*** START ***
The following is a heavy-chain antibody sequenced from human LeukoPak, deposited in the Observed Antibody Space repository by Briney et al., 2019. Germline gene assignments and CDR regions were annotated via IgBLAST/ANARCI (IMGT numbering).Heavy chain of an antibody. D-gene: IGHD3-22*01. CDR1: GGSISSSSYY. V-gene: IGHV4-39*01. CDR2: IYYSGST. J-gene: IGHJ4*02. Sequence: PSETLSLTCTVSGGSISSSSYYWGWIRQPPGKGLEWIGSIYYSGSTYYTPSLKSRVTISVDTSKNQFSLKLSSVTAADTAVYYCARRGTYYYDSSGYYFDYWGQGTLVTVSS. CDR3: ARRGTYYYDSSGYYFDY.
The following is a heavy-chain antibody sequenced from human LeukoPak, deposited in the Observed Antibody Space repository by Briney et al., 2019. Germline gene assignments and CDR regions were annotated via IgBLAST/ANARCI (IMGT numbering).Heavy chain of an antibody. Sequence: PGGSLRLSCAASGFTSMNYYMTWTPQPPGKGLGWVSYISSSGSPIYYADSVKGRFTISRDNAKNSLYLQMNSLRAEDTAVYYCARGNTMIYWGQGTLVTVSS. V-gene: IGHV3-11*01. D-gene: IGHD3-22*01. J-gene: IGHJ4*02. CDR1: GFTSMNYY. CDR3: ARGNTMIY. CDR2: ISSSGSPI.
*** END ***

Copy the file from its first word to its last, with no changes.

The following is a heavy-chain antibody sequenced from human LeukoPak, deposited in the Observed Antibody Space repository by Briney et al., 2019. Germline gene assignments and CDR regions were annotated via IgBLAST/ANARCI (IMGT numbering).Heavy chain of an antibody. D-gene: IGHD3-22*01. CDR1: GGSISSSSYY. V-gene: IGHV4-39*01. CDR2: IYYSGST. J-gene: IGHJ4*02. Sequence: PSETLSLTCTVSGGSISSSSYYWGWIRQPPGKGLEWIGSIYYSGSTYYTPSLKSRVTISVDTSKNQFSLKLSSVTAADTAVYYCARRGTYYYDSSGYYFDYWGQGTLVTVSS. CDR3: ARRGTYYYDSSGYYFDY.
The following is a heavy-chain antibody sequenced from human LeukoPak, deposited in the Observed Antibody Space repository by Briney et al., 2019. Germline gene assignments and CDR regions were annotated via IgBLAST/ANARCI (IMGT numbering).Heavy chain of an antibody. Sequence: PGGSLRLSCAASGFTSMNYYMTWTPQPPGKGLGWVSYISSSGSPIYYADSVKGRFTISRDNAKNSLYLQMNSLRAEDTAVYYCARGNTMIYWGQGTLVTVSS. V-gene: IGHV3-11*01. D-gene: IGHD3-22*01. J-gene: IGHJ4*02. CDR1: GFTSMNYY. CDR3: ARGNTMIY. CDR2: ISSSGSPI.